Former president Richard Nixon is planning visits to Europe, China and other Far Eastern nations in a step toward a full-scale return to public life, informed sources said yesterday.

The sources said Nixon' foreign travels probably will begin next month but will not, for the time being, include the Middle East, where sensitive diplomatic moves are under way to revive Israeli-Egyptian peace talks. They said he does not want to do anything that could be construed as interference in that diplomatic initiative.

The sources said Nixon, who resigned in the face of almost certain impeachment four years ago, has received a number of invitations from foreign nations and has decided to start accepting them as part of his gradual emergence from life in seclusion.

His aides, they said, have alerted the State Department and the White House, on a courtesy basis, of the travel plans.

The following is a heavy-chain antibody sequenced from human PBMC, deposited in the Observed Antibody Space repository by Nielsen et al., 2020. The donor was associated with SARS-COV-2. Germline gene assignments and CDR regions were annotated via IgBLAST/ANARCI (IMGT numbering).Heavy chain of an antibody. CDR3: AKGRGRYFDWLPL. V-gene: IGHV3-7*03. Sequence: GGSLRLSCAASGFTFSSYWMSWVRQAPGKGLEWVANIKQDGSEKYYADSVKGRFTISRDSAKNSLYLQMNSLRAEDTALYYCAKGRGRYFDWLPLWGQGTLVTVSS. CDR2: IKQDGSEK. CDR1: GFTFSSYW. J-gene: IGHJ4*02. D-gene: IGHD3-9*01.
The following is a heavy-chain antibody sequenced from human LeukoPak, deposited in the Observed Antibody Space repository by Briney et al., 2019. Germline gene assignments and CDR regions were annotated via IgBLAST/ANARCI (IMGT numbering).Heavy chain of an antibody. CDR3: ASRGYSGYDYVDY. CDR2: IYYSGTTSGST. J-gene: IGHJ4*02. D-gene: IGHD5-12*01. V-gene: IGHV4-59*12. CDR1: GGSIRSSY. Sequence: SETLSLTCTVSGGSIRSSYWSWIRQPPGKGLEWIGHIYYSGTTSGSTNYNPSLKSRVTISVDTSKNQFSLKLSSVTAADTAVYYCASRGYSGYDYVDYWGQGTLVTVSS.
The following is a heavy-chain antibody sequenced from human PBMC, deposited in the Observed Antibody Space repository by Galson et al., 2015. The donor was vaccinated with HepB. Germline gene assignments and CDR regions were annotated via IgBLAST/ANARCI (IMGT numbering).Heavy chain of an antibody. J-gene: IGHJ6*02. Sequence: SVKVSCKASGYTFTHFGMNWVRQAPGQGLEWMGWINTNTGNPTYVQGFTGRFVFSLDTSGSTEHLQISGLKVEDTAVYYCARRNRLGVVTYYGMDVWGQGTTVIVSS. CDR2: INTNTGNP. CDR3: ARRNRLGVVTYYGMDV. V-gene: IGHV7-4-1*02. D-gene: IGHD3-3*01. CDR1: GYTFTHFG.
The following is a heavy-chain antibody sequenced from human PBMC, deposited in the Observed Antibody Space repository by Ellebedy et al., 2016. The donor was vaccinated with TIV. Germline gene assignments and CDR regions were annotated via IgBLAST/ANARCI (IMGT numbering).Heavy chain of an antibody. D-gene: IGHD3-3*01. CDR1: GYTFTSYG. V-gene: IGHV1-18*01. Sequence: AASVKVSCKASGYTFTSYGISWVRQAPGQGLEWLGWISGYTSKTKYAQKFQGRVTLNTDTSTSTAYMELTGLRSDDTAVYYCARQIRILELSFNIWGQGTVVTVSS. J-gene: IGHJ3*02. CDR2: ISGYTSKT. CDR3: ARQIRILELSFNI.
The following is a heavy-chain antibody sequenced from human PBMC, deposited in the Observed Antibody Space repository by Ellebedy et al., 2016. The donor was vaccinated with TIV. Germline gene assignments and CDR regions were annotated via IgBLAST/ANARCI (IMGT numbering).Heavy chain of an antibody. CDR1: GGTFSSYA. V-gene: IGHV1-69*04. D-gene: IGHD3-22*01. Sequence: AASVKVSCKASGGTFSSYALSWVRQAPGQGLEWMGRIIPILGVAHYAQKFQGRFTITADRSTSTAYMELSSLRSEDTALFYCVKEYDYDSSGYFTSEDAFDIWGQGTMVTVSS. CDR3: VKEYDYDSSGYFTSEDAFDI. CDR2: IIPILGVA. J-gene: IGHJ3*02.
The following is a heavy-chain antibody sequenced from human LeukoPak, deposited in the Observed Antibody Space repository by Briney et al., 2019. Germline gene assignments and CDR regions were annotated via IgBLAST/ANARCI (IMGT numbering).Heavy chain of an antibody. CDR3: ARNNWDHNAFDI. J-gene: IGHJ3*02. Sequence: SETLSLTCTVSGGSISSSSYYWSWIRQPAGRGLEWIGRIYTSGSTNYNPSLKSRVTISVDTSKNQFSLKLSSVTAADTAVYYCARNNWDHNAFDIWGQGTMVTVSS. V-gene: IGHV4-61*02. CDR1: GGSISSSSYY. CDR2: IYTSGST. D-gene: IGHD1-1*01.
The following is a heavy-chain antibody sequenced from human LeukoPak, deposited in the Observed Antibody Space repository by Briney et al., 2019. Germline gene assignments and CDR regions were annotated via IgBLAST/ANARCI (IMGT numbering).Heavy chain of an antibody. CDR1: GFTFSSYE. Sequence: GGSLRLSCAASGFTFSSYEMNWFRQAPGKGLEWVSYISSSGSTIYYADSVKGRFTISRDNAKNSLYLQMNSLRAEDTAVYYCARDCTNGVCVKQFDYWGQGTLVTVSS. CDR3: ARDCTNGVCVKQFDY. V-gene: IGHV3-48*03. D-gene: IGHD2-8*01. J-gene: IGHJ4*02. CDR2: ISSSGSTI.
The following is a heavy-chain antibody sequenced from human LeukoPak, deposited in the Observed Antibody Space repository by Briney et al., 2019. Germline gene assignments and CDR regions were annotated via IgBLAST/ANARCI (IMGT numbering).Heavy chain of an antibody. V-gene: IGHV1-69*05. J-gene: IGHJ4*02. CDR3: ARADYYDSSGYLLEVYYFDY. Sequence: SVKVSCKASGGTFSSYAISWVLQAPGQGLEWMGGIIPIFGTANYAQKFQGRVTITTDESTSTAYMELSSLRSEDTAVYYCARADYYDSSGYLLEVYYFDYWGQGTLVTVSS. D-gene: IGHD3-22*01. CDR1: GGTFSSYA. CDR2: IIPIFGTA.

It seemed doubtful that Mrs. Nixon would be able to accompany him because of the arduous travel schedule apparently being planned. She suffered a stroke two years ago and still shows slight signs of paralysis.

Although the sources said Nixon's itinerary is still incomplete, China would be a natural place for him to visit.

His historic 1972 China trip marked what many consider his greatest foreign policy triumph, and the Peking leadership was unfazed by his Watergate downfall.

He visited China as a state guest shortly after his resignation - the only overseas trip he has made since leaving office and the only major excursion from his San Clemente, Calif., hideaway until last January, when he attended Senator Hubert Humphrey's funeral here.

Since then, Nixon has eased back into the limelight by publishing his best-selling presidential memoirs, attending a ball game in California and making a triumphant "coming out" visit to Hyden, Ky., on July 1.

In a telephone interview taped Friday with Los Angeles TV talk show host Sam Yorty, Nixon discussed foreign policy and criticized President Carter's handling of arms limitation talks with the Soviets.

He also rapped Carter's decision to withdraw U.S. groun troops from South Korea, saying such a step will "invite North Korea to attack."

In Plains, Ga., Carter said: "I don't worry about it," when reporters asked him for comment on Nixon's attacks.

Nixon told Yorty he plans to accept some speaking engagements in the months ahead, and disclosed he is writing a second book "about the next 20 years for the free world."